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The Education Ministry will be expanding existing literacy programmes this year, as part of efforts to improve the performance of students at the primary level.
Education, Youth and Culture Minister Maxine Henry-Wilson, in her contribution to the 2005/06 Sectoral Debate in Gordon House on May 10, said that while the results of the Grade Four Literacy Test and the Grade Six Achievement Test (GSAT), had showed an improvement in the functional rate at the primary level, the rates were still below desirable standards.
She indicated that a blend of strategies would be employed to improve performance. “Firstly we intend to win the fight against illiteracy by expanding existing programmes to provide national remediation at strategic points,” she indicated. These programmes include the Literacy Support System to Readiness in Grade One and the grades four and seven literacy interventions.
An analysis of the Grade One Readiness Inventory for this year, revealed that the children have the greatest difficulties in visual and auditory perception. “These children would therefore have difficulties in accessing the grade one curriculum, especially the acquisition of literacy skills,” the Minister pointed out, informing that the Literacy Support System was developed to identify and alleviate these difficulties.
The system has been piloted among students in 24 selected schools in rural and inner-city communities, where it is hoped that through appropriate diagnosis, children with special needs will be identified and the needs addressed.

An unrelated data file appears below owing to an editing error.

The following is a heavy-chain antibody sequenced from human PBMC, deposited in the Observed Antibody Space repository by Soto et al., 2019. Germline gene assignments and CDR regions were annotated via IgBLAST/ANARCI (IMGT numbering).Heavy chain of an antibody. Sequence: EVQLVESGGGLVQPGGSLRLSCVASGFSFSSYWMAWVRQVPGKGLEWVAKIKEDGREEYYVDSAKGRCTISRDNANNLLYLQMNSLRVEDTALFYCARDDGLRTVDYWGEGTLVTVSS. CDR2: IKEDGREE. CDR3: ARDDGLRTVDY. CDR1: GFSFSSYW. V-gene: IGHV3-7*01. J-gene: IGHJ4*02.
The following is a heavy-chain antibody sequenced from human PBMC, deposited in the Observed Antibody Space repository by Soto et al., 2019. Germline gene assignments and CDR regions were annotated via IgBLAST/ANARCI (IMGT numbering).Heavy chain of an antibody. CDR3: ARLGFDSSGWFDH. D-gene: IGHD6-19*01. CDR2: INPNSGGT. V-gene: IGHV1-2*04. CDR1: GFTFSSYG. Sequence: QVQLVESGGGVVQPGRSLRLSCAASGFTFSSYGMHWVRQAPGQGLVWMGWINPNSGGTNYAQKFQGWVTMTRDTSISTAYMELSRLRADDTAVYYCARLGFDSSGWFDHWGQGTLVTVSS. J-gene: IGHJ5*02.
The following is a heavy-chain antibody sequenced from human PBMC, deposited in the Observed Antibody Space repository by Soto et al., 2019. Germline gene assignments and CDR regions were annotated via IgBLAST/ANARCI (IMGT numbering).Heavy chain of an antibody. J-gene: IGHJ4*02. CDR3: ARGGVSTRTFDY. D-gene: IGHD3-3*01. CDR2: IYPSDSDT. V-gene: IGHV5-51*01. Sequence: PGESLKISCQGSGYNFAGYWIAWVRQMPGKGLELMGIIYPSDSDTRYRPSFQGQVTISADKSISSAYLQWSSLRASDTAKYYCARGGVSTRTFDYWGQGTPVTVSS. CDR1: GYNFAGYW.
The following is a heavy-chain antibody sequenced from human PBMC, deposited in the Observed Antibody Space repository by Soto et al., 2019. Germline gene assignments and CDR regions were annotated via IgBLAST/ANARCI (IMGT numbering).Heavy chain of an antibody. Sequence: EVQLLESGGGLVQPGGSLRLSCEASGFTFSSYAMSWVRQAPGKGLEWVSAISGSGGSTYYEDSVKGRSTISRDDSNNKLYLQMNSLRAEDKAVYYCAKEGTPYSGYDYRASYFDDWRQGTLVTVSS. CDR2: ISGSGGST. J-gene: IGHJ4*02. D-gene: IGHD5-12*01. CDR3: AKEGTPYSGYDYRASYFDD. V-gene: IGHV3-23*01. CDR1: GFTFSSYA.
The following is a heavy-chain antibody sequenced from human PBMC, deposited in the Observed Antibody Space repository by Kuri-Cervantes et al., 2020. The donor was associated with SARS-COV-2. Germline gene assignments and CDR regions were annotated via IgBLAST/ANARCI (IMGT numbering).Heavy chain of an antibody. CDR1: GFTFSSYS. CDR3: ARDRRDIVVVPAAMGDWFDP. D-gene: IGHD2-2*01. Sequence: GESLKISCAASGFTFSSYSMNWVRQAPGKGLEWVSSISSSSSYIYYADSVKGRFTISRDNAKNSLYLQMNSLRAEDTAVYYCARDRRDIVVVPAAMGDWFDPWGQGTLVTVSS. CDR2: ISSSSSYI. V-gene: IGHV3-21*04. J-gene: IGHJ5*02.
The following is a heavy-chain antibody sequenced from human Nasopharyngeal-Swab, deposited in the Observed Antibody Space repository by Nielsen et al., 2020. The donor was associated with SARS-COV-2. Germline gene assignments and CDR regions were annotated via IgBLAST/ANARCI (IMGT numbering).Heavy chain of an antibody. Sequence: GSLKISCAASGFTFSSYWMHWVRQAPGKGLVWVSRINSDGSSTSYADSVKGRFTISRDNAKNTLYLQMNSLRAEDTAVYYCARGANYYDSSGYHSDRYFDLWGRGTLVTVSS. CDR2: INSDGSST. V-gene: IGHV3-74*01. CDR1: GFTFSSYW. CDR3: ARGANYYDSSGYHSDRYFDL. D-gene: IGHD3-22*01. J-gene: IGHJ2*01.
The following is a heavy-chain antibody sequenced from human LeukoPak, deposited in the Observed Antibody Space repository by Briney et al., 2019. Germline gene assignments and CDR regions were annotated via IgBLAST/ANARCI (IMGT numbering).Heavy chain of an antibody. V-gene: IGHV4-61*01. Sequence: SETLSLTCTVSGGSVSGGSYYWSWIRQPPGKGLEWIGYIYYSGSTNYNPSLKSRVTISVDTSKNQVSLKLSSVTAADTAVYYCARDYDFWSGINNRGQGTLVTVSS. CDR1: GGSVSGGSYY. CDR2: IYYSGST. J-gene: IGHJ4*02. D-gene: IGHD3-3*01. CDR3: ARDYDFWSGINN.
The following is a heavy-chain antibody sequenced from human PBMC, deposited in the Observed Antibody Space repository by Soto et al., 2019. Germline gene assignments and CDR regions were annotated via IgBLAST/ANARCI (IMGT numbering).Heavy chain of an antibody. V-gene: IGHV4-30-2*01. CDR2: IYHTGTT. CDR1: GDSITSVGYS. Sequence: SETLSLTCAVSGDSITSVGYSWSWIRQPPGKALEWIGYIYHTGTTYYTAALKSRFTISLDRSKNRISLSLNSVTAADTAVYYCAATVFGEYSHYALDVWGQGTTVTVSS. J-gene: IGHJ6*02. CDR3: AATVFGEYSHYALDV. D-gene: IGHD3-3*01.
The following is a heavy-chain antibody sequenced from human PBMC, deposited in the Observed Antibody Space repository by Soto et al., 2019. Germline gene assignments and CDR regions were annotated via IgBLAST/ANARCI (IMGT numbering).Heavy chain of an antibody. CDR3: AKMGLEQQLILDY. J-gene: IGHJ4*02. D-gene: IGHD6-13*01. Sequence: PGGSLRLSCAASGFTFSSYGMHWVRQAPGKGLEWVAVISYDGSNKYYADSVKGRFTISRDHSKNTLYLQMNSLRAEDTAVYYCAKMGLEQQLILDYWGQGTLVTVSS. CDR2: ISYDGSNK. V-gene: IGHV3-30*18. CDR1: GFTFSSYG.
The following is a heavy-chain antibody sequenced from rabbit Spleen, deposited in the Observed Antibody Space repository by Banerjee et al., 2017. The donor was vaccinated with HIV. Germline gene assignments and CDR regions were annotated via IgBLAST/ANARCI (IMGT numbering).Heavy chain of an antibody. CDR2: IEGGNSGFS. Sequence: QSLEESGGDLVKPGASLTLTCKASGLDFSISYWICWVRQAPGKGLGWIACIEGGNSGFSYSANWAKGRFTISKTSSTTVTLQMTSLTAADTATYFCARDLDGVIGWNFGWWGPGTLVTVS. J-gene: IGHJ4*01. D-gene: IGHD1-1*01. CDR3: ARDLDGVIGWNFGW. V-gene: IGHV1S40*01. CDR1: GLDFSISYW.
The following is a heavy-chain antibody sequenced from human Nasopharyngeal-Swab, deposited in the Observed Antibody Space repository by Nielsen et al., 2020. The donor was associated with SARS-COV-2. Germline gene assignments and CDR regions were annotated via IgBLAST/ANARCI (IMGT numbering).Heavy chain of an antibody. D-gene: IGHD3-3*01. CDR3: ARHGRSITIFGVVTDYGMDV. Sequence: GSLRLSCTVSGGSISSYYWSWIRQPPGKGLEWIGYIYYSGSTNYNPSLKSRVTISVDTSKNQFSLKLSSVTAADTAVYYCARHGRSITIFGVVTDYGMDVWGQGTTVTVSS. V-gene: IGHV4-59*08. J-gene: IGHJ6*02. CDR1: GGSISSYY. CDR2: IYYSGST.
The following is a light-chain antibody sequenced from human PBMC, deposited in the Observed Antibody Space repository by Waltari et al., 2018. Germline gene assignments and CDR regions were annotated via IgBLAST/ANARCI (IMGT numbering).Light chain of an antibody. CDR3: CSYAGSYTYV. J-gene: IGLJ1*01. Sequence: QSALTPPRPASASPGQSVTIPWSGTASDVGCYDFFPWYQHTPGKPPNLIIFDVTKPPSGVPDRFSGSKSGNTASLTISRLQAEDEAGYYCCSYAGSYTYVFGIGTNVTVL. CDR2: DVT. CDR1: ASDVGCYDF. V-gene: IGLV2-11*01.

The impact of selected strategies and techniques would inform a gradual system-wide intervention, beginning with 20 schools in each region, come September. “This is in accordance with the national remediation recommended by the (Education) Task Force,” the Minister indicated.
She noted that the programme would be strengthened in the coming year, through the training of more supervisory and curriculum support officers in the use of specific literacy strategies; augmenting existing support materials and assigning at least three supervisory officers per region on a phased basis.
In addition, the qualifications and training of teachers at Grade One will be reviewed so that only those with early childhood or primary education training are placed at this level. The progress of students will also be tracked through the use of appropriate management systems such as the Jamaica Schools Administrative Software (JSAS).
The Education Minister also pointed out that through the Revised Primary Curriculum, greater use was being made of a variety of alternative teaching strategies to cater to both boys and girls and to ensure that learning experiences were student-centered.
“This is the essence of our conviction, that every child can learn and every child will and must. we recognize the varying learning styles and capacities of our children – one size does not fit all,” the Minister stated.